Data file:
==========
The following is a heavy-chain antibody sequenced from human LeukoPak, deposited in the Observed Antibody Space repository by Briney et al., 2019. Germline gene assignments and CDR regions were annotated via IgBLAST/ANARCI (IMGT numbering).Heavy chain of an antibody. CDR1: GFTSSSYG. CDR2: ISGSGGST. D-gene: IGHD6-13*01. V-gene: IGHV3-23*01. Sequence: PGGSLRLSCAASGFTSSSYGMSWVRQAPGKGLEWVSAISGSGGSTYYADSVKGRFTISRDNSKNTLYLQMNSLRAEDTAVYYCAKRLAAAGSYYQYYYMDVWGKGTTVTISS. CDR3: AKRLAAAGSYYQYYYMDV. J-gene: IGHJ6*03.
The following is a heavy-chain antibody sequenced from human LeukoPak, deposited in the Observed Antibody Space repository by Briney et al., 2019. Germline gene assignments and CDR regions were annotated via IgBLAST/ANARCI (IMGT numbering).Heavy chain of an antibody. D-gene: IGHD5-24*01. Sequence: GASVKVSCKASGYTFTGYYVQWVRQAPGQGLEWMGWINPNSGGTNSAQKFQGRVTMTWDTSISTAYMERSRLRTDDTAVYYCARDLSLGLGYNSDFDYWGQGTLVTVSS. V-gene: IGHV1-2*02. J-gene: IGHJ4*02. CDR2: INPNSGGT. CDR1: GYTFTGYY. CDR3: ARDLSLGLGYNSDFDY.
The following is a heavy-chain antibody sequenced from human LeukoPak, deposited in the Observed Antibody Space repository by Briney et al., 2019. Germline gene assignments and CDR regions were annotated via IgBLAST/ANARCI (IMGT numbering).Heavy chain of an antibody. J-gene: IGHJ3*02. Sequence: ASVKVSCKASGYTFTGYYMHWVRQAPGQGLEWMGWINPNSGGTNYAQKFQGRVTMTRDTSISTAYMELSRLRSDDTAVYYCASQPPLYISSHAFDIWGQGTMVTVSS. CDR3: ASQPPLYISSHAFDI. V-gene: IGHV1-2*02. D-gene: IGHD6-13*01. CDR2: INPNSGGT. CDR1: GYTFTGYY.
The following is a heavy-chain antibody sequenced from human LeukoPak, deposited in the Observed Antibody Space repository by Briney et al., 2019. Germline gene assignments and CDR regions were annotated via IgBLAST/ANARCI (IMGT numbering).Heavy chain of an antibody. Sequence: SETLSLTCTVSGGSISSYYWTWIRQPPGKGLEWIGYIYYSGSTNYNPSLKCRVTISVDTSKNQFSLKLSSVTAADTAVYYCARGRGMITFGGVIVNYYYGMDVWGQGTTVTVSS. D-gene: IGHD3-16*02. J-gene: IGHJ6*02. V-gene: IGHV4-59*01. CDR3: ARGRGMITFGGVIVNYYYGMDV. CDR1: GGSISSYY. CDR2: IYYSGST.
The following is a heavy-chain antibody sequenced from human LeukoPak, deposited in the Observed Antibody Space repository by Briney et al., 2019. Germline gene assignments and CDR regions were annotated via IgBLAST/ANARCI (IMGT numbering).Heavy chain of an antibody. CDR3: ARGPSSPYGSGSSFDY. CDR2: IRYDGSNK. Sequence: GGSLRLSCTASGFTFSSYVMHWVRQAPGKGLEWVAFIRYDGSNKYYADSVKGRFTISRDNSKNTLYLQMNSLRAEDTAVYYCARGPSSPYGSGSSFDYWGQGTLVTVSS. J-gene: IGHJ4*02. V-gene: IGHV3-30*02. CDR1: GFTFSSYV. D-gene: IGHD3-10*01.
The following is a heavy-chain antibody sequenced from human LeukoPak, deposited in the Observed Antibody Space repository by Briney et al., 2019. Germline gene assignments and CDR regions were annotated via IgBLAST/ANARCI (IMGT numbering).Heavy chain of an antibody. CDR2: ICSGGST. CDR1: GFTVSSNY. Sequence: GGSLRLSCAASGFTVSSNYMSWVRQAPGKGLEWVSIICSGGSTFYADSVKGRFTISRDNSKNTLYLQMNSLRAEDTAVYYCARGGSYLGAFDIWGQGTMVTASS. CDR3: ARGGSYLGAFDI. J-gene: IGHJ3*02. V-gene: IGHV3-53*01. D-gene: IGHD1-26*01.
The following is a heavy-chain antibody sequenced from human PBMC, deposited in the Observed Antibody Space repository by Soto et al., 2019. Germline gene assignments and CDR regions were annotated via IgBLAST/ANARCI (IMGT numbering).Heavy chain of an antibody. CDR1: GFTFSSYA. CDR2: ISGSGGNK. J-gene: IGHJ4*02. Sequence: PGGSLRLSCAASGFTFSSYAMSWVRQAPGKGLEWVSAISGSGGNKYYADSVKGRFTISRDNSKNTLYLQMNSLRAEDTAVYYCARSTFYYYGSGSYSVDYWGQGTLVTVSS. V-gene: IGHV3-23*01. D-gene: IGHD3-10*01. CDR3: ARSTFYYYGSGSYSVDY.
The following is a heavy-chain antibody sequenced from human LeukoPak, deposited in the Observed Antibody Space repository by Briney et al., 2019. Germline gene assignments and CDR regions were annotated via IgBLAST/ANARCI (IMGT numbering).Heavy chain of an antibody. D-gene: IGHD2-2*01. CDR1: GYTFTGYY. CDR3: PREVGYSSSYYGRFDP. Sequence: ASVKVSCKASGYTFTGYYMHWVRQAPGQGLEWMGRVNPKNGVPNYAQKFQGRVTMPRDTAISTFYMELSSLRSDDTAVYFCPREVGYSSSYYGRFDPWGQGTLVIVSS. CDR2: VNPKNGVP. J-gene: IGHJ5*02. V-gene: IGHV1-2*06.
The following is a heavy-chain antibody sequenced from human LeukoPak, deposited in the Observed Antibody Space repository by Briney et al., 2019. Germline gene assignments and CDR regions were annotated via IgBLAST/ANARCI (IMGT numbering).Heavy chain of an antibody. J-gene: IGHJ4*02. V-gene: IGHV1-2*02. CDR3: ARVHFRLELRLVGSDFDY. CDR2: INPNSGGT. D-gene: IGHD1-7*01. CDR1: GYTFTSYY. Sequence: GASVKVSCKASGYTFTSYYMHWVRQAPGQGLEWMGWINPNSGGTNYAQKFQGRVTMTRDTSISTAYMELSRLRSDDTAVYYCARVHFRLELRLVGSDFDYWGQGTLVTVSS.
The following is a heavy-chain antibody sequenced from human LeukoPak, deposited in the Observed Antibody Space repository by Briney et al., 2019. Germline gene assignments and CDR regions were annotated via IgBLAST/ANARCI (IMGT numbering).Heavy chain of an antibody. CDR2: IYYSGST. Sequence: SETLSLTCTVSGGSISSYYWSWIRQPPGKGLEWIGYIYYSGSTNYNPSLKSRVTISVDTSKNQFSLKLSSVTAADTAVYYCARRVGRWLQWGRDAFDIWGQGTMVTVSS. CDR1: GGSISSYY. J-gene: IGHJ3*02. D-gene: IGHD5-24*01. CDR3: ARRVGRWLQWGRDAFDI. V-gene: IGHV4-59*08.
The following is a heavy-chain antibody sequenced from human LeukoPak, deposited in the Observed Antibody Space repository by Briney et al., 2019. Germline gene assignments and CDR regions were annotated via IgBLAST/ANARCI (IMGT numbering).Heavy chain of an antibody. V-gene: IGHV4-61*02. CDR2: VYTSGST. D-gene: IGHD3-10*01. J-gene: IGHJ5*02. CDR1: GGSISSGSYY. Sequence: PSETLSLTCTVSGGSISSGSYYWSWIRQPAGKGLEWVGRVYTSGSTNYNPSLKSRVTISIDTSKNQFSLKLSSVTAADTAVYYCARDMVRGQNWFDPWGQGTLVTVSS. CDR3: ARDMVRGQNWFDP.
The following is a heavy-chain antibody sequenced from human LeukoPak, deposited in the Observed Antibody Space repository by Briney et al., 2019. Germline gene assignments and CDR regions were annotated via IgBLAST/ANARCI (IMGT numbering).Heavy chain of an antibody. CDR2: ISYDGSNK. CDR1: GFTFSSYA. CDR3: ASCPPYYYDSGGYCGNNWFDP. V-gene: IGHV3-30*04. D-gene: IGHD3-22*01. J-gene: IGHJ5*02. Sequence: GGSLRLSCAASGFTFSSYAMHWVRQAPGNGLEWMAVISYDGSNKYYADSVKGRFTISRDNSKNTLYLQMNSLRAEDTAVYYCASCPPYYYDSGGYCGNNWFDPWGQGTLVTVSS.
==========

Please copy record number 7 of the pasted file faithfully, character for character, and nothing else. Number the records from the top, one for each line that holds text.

The following is a heavy-chain antibody sequenced from human PBMC, deposited in the Observed Antibody Space repository by Soto et al., 2019. Germline gene assignments and CDR regions were annotated via IgBLAST/ANARCI (IMGT numbering).Heavy chain of an antibody. CDR1: GFTFSSYA. CDR2: ISGSGGNK. J-gene: IGHJ4*02. Sequence: PGGSLRLSCAASGFTFSSYAMSWVRQAPGKGLEWVSAISGSGGNKYYADSVKGRFTISRDNSKNTLYLQMNSLRAEDTAVYYCARSTFYYYGSGSYSVDYWGQGTLVTVSS. V-gene: IGHV3-23*01. D-gene: IGHD3-10*01. CDR3: ARSTFYYYGSGSYSVDY.